The possible repeated passing of a regulation under ERO contrasts with the introduction of bills and their passage into law. Under BL , if LegCo refuses to pass an "important bill" introduced by the Government, then the CE, after consulting ExCo, can dissolve LegCo. She can only do that once in her term of office. If she does, then under Article 52(3), if the new LegCo refuses to pass the same bill, then the CE must resign. But there are no such provisions in the ERO to prevent a rinse-and-repeat enactment via regulations.
Fine and jail term exceed subsidiary legislation limits
Section 3(2) of the PFCR imposes a maximum fine at (HK$25,000) and imprisonment for 1 year for wearing a mask, even in a lawful assembly. But such penalties cannot be established with subsidiary legislation, because of the Interpretation and General Clauses Ordinance (IGCO) states:
"subsidiary legislation may provide that a contravention or breach of the subsidiary legislation is an offence punishable on summary conviction by such fine not exceeding $5,000 or by such term of imprisonment not exceeding 6 months as may be specified in the subsidiary legislation or by both such fine and imprisonment;"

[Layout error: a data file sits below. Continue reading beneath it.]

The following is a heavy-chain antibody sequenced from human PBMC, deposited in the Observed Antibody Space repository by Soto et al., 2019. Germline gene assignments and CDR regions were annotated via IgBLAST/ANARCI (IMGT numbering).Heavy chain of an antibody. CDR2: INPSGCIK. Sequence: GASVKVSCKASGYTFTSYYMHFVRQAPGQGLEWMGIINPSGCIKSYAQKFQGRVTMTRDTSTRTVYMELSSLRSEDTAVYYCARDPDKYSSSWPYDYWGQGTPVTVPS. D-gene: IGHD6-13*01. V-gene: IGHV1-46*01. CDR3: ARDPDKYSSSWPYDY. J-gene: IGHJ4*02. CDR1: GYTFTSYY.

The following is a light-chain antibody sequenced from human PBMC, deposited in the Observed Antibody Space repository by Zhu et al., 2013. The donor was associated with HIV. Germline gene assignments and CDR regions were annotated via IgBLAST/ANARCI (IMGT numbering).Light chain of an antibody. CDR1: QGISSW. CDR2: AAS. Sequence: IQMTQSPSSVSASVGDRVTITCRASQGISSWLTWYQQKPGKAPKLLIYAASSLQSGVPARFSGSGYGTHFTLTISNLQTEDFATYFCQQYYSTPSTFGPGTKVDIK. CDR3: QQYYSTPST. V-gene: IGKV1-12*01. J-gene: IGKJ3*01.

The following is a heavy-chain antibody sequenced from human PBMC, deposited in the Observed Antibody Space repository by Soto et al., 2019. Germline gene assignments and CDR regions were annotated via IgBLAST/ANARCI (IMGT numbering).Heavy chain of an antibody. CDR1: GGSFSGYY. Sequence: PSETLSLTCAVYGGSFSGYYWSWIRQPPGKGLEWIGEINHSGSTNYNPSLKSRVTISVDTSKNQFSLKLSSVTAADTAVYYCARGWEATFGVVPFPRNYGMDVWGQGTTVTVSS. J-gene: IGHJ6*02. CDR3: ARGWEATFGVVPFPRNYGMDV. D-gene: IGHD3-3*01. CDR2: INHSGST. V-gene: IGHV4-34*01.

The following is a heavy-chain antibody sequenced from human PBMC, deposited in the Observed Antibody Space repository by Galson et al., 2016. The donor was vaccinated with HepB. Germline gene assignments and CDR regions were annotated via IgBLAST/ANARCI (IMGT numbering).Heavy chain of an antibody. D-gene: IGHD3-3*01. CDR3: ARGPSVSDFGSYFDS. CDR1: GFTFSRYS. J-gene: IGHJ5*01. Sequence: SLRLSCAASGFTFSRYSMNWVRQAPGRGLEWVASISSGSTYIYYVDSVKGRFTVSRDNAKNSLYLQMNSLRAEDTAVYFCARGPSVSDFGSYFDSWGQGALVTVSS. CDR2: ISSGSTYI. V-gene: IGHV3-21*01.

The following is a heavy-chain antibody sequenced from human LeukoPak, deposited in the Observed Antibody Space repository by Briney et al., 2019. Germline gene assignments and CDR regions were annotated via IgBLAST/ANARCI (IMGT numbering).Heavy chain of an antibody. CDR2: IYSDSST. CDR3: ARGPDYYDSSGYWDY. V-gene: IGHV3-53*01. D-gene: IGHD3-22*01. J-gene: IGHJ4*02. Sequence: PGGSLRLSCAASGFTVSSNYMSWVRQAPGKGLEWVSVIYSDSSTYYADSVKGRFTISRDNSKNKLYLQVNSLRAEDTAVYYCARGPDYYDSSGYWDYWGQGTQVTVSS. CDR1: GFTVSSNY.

The clear purpose of that section is to limit the ability of the executive to impose penalties under any subsidiary legislation, regardless of the ordinance to which that legislation is subsidiary. That reserves for LegCo the ability to set higher fines or higher maximum jail time in primary legislation, and that goes hand-in-hand with the separation of powers. The ERO, showing its antiquity, purports in to allow regulations which set penalties "including a maximum penalty of mandatory life imprisonment but excluding the penalty of death".
Subsidiary legislation cannot override any Ordinance
Now, the Government may point to another draconian clause of the ERO, Section 2(4), which claims that its regulations override any conflicting laws. It states: